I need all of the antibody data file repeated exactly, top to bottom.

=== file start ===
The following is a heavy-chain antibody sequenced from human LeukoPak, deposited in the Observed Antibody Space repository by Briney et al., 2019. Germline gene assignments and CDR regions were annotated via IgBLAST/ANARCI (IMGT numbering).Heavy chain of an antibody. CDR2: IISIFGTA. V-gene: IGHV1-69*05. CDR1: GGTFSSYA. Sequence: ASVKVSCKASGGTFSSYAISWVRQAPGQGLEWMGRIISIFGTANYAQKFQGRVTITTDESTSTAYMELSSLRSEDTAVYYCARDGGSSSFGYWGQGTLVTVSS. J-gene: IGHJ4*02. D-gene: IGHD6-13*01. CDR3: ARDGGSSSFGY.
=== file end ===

The following is a heavy-chain antibody sequenced from human LeukoPak, deposited in the Observed Antibody Space repository by Briney et al., 2019. Germline gene assignments and CDR regions were annotated via IgBLAST/ANARCI (IMGT numbering).Heavy chain of an antibody. CDR2: IISIFGTA. V-gene: IGHV1-69*05. CDR1: GGTFSSYA. Sequence: ASVKVSCKASGGTFSSYAISWVRQAPGQGLEWMGRIISIFGTANYAQKFQGRVTITTDESTSTAYMELSSLRSEDTAVYYCARDGGSSSFGYWGQGTLVTVSS. J-gene: IGHJ4*02. D-gene: IGHD6-13*01. CDR3: ARDGGSSSFGY.